Business Agent Agreements
Compensation provisions have been very dynamic in recent years. More and more companies are limiting the compensation they will award to an agent. The Committee recommends and will continue to recommend that the company compensate the agent for any liability arising from an act or omission of the business, except to the extent that the agent caused such an error. Although the agency contract is not required in writing, contracts made by agents with third parties often have to be written. For example, Section 2-201 of the Single Code of Commerce expressly stipulates that contracts for the sale of goods for the price of five hundred dollars or more are signed in writing and “by the party against whom the execution is requested or by its agent.” If the representative represents a company without arbitration in its agency agreement, the company should ask the company to notify in writing its dispute resolution procedures. The “ownership of expiry operations” provision is often overlooked because agents believe they have the activity they do with businesses. The agent`s ownership at its expiry hours is the essence of the independent agency system. A provision duly built on “downtime ownership” is essential, not only to preserve the agent`s independence and capital in his business, but also to define the right boundaries between his clients and the company. the company`s actions or omissions, unless the agent is responsible for such errors; Suppose Arthur is Paul`s agent, who works until October 31.
On November 1, Arthur bought materials from Lumber Yard – as he has done since the spring – and loaded them onto Paul`s account. Lumber Yard, unaware that Arthur`s employment ended the day before, Paul calculates. Does Paul have to pay? Yes, because the resignation of Lumber Yard has not been communicated. It seemed that Arthur was a licensed agent. This question is asked in Chapter 26 “Responsibility of the adjudicator and agent; Cessation of the agency.” This distinction between independent agents and contractors has important legal consequences for taxation, worker compensation and liability insurance. For example, employers are required to refuse tax on their employees` wages. However, the payment to an independent contractor, such as the plumber. B, does not require such restraint. It is not always easy to decide who is an independent contractor; there is not a single factor or a mechanical answer.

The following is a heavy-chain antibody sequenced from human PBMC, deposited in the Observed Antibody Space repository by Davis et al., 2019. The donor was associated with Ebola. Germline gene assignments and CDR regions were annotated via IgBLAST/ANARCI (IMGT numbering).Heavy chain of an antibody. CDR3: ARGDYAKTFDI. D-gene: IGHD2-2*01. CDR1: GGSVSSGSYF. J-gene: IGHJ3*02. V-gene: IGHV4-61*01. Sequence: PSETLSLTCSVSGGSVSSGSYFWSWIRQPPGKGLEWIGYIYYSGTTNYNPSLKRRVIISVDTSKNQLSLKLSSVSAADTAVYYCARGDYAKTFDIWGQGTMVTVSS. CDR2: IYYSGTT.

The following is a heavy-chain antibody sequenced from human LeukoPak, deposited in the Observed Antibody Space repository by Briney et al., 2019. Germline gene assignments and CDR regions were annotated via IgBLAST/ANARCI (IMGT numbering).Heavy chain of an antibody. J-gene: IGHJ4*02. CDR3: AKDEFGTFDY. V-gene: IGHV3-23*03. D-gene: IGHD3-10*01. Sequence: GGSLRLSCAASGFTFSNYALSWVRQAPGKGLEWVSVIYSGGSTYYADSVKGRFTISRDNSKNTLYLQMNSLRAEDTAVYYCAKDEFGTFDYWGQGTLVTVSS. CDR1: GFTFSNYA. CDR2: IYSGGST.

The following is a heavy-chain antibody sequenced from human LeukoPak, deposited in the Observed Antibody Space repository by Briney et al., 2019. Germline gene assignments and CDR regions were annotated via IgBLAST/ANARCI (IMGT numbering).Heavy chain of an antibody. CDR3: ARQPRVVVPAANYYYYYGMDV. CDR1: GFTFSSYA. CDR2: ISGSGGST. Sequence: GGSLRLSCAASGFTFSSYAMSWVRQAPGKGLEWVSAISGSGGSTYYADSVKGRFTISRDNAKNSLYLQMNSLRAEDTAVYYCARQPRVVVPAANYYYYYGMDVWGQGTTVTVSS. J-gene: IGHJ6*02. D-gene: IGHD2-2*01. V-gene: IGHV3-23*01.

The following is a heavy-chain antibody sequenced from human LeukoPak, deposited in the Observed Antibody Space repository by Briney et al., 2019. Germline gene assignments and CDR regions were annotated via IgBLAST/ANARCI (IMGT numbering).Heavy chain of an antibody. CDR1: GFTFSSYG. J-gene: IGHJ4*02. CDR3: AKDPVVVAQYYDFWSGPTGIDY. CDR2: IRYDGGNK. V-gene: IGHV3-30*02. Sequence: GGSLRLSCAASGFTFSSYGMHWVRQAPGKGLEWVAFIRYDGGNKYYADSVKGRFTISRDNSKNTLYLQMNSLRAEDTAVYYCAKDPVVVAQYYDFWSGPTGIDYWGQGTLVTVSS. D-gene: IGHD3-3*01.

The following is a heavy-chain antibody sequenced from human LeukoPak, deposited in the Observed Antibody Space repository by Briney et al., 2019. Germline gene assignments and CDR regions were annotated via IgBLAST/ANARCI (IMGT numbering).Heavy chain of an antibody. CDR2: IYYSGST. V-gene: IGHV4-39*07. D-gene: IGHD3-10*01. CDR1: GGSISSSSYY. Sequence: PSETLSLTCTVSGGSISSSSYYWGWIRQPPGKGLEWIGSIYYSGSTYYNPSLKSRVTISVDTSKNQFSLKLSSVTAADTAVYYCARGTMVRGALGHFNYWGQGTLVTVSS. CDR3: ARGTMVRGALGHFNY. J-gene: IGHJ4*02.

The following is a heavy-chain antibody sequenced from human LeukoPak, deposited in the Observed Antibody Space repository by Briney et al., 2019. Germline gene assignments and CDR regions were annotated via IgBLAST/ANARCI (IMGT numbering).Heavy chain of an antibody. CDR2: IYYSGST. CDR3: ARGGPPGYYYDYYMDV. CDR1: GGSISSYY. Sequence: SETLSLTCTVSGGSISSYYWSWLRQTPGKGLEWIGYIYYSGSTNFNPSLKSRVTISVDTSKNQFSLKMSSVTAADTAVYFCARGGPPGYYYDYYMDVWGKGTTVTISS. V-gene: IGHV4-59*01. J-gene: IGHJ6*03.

In Robinson v. New York Commodities Corp., an aggrieved seller claimed compensation for the workers and claimed to be an employee of the New York Commodities Corporation. Robinson v. New York Commodities Corp., 396 N.Y.S.2d 725, App. Div. (1977). But the National Employment Commission ruled against him, citing a number of factors. The complainant was selling canned meat and was driving in his car from his home. The company did not set hours for him, had no control over his movements, and had not reimbursed him for mileage or other expenses, or withholding tax on his direct commissions.